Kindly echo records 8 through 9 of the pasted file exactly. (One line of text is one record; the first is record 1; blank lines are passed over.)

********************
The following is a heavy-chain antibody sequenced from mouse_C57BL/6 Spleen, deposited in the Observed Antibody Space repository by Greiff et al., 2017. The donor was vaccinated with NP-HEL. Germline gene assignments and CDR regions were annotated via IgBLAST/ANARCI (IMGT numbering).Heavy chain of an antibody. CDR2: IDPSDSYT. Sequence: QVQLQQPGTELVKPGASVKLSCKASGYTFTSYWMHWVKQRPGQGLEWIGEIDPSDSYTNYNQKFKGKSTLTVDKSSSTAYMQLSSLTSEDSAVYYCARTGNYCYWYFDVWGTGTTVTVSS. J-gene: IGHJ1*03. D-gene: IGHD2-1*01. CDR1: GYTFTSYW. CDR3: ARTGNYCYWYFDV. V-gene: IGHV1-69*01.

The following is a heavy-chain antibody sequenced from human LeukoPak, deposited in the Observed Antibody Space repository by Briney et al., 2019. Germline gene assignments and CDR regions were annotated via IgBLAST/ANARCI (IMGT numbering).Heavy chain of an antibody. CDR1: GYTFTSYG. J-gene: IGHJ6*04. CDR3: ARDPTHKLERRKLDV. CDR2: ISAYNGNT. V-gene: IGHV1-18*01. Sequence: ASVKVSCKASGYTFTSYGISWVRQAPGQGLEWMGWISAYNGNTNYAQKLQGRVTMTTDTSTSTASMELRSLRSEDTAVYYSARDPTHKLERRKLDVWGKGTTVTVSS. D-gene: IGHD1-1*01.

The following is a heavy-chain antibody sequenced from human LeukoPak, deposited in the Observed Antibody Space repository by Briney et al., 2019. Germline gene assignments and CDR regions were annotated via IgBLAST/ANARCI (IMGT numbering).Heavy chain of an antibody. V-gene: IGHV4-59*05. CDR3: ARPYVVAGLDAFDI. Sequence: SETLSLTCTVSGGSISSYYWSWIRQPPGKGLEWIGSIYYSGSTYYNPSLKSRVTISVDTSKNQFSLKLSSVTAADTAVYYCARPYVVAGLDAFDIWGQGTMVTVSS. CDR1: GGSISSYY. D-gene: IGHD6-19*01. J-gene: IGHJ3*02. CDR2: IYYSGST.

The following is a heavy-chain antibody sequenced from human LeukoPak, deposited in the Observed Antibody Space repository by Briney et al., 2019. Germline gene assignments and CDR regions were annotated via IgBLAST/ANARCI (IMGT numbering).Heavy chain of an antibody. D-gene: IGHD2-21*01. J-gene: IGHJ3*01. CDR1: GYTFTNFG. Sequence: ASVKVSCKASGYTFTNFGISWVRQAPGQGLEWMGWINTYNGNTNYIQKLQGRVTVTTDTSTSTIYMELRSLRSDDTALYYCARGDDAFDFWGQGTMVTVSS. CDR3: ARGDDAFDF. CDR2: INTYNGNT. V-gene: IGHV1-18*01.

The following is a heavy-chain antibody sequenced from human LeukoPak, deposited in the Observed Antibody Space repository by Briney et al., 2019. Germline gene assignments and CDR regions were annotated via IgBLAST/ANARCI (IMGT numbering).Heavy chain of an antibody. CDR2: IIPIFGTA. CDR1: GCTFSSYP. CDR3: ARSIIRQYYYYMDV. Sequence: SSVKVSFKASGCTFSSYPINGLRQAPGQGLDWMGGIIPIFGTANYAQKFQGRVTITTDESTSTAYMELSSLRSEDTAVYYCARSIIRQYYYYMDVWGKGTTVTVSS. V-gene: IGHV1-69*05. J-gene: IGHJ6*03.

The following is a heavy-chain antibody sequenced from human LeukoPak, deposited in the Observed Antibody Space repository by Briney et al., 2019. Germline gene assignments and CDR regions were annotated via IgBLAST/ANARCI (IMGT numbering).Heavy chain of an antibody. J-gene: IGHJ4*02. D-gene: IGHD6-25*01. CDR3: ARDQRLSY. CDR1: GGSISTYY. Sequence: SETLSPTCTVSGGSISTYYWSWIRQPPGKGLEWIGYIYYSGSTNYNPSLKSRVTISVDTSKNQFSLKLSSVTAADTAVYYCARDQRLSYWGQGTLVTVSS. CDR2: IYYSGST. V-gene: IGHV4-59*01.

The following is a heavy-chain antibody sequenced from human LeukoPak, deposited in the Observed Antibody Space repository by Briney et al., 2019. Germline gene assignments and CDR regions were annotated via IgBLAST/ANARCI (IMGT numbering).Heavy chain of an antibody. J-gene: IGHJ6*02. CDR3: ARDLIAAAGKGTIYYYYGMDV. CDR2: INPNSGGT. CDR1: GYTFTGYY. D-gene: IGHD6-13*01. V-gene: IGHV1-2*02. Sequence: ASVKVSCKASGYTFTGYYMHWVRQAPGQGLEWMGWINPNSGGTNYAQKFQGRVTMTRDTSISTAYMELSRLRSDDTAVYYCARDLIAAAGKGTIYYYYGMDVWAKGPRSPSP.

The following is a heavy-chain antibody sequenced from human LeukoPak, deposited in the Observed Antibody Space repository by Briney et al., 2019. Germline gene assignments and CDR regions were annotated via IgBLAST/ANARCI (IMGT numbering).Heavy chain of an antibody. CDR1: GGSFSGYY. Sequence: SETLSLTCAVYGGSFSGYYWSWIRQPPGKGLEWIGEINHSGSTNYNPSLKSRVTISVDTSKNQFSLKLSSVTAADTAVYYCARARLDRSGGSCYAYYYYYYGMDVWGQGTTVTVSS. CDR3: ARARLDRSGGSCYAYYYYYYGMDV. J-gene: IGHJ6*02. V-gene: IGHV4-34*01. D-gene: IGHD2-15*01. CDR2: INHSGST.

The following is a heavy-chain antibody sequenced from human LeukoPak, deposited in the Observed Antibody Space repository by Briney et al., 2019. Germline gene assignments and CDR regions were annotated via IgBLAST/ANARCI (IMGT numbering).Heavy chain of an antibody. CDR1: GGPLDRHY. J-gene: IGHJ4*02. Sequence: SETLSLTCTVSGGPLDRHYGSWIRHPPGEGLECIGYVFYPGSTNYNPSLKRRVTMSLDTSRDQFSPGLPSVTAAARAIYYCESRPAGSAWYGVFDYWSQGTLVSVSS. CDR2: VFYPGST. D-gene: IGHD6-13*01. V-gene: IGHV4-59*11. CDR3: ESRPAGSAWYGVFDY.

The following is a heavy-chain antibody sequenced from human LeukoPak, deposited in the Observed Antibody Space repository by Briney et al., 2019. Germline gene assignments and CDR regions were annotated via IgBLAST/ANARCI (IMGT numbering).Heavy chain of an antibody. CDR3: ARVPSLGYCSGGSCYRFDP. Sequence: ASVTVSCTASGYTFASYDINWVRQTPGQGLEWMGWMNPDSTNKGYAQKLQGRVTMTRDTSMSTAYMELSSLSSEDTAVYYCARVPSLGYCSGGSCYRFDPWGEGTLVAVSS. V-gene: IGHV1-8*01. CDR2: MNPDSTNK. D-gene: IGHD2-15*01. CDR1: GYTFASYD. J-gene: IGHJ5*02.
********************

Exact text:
The following is a heavy-chain antibody sequenced from human LeukoPak, deposited in the Observed Antibody Space repository by Briney et al., 2019. Germline gene assignments and CDR regions were annotated via IgBLAST/ANARCI (IMGT numbering).Heavy chain of an antibody. CDR1: GGSFSGYY. Sequence: SETLSLTCAVYGGSFSGYYWSWIRQPPGKGLEWIGEINHSGSTNYNPSLKSRVTISVDTSKNQFSLKLSSVTAADTAVYYCARARLDRSGGSCYAYYYYYYGMDVWGQGTTVTVSS. CDR3: ARARLDRSGGSCYAYYYYYYGMDV. J-gene: IGHJ6*02. V-gene: IGHV4-34*01. D-gene: IGHD2-15*01. CDR2: INHSGST.

The following is a heavy-chain antibody sequenced from human LeukoPak, deposited in the Observed Antibody Space repository by Briney et al., 2019. Germline gene assignments and CDR regions were annotated via IgBLAST/ANARCI (IMGT numbering).Heavy chain of an antibody. CDR1: GGPLDRHY. J-gene: IGHJ4*02. Sequence: SETLSLTCTVSGGPLDRHYGSWIRHPPGEGLECIGYVFYPGSTNYNPSLKRRVTMSLDTSRDQFSPGLPSVTAAARAIYYCESRPAGSAWYGVFDYWSQGTLVSVSS. CDR2: VFYPGST. D-gene: IGHD6-13*01. V-gene: IGHV4-59*11. CDR3: ESRPAGSAWYGVFDY.